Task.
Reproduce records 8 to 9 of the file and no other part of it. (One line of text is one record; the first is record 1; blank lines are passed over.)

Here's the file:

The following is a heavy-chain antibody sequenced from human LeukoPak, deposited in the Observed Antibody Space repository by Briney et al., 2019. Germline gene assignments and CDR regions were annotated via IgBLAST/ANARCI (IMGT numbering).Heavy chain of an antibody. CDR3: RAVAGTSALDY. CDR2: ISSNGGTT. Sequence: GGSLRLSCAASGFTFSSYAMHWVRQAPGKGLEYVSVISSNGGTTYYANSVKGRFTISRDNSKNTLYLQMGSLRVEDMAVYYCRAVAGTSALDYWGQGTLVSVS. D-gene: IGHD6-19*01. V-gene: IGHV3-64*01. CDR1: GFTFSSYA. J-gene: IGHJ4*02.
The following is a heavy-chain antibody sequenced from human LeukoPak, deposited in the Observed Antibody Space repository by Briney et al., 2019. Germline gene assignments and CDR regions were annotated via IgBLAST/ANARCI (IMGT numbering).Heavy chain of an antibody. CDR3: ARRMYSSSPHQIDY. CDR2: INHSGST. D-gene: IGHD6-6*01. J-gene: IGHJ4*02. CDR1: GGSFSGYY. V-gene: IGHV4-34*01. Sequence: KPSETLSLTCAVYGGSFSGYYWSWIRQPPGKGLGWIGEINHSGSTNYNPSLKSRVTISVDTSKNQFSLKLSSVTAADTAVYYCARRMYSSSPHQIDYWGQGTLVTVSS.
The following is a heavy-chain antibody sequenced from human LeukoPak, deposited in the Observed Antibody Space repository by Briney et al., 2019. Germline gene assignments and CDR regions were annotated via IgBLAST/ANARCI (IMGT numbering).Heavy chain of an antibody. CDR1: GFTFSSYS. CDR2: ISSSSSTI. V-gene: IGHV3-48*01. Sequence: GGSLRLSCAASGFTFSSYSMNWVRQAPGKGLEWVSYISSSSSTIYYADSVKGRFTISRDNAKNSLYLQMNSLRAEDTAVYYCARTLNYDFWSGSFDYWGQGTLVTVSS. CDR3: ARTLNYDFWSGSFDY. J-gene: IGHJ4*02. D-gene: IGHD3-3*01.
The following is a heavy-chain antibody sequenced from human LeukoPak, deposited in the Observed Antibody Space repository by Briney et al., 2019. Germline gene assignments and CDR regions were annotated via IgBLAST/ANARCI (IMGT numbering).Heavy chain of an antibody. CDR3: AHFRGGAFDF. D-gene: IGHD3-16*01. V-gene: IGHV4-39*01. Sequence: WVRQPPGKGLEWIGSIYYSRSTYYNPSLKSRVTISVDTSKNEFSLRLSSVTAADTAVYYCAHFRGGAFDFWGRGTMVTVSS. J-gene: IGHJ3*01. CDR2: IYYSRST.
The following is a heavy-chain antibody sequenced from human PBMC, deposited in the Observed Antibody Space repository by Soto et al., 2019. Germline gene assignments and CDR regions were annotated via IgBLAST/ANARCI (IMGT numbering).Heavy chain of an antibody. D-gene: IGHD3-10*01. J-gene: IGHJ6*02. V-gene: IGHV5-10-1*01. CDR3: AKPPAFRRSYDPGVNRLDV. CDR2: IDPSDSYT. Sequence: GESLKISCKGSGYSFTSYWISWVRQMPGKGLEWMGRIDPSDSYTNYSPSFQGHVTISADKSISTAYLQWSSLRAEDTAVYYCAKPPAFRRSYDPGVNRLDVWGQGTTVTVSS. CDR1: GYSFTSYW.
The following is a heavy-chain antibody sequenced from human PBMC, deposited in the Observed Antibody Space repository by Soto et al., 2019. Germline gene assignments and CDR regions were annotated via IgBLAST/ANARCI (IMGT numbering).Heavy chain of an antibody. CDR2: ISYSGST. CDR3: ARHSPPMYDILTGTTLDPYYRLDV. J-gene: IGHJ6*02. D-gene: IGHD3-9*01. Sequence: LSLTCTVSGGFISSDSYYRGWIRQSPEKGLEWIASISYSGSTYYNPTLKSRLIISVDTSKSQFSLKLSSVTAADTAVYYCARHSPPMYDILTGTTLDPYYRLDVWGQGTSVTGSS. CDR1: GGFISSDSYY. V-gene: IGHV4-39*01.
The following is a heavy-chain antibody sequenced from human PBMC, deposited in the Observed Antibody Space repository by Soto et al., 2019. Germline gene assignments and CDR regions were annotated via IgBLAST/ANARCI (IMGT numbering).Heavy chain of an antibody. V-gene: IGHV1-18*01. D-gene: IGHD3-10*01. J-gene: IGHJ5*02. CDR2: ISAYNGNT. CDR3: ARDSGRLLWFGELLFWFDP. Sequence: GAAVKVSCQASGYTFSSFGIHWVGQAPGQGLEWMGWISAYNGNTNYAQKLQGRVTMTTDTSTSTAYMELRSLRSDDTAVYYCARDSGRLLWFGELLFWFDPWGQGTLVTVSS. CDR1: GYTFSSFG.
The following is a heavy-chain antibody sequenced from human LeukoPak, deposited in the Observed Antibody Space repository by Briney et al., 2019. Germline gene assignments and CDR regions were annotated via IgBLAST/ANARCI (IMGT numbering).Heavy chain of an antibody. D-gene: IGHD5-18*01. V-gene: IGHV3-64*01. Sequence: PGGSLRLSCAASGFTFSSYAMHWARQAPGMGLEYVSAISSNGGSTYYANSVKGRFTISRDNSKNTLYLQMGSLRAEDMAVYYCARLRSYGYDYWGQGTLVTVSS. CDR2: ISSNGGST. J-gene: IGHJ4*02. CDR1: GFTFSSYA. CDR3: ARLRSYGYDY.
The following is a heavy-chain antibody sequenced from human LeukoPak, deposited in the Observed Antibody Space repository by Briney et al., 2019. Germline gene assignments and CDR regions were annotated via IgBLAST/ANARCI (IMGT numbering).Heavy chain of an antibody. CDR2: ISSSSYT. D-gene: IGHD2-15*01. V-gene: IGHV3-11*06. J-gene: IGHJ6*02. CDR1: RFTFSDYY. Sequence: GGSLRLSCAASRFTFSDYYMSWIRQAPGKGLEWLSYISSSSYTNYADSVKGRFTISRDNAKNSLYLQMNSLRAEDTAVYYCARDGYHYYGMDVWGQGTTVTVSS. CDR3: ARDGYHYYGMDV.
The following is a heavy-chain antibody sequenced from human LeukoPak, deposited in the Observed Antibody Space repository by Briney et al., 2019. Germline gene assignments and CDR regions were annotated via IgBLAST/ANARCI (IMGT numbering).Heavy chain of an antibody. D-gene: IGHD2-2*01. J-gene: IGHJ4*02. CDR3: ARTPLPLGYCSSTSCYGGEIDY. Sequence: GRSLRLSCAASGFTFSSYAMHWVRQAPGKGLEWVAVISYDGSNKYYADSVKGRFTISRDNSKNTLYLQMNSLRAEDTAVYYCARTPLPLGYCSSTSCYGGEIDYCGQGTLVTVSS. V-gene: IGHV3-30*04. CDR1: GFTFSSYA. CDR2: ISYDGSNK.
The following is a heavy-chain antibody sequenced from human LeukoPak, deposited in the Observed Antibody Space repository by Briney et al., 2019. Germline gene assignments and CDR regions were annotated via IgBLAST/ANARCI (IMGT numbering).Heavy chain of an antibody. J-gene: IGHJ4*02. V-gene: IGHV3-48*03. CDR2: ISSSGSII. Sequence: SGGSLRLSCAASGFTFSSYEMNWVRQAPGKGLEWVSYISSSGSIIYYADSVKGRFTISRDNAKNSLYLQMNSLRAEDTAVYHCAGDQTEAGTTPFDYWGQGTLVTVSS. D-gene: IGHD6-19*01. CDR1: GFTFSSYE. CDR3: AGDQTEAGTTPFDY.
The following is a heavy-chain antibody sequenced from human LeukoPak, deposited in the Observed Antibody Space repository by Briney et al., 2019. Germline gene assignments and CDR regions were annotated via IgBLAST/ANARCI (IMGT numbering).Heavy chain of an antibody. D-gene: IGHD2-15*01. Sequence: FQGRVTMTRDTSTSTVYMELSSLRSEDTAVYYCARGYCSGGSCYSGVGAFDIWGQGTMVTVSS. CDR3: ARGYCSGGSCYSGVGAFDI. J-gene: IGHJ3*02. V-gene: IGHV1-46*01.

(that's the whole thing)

The following is a heavy-chain antibody sequenced from human LeukoPak, deposited in the Observed Antibody Space repository by Briney et al., 2019. Germline gene assignments and CDR regions were annotated via IgBLAST/ANARCI (IMGT numbering).Heavy chain of an antibody. D-gene: IGHD5-18*01. V-gene: IGHV3-64*01. Sequence: PGGSLRLSCAASGFTFSSYAMHWARQAPGMGLEYVSAISSNGGSTYYANSVKGRFTISRDNSKNTLYLQMGSLRAEDMAVYYCARLRSYGYDYWGQGTLVTVSS. CDR2: ISSNGGST. J-gene: IGHJ4*02. CDR1: GFTFSSYA. CDR3: ARLRSYGYDY.
The following is a heavy-chain antibody sequenced from human LeukoPak, deposited in the Observed Antibody Space repository by Briney et al., 2019. Germline gene assignments and CDR regions were annotated via IgBLAST/ANARCI (IMGT numbering).Heavy chain of an antibody. CDR2: ISSSSYT. D-gene: IGHD2-15*01. V-gene: IGHV3-11*06. J-gene: IGHJ6*02. CDR1: RFTFSDYY. Sequence: GGSLRLSCAASRFTFSDYYMSWIRQAPGKGLEWLSYISSSSYTNYADSVKGRFTISRDNAKNSLYLQMNSLRAEDTAVYYCARDGYHYYGMDVWGQGTTVTVSS. CDR3: ARDGYHYYGMDV.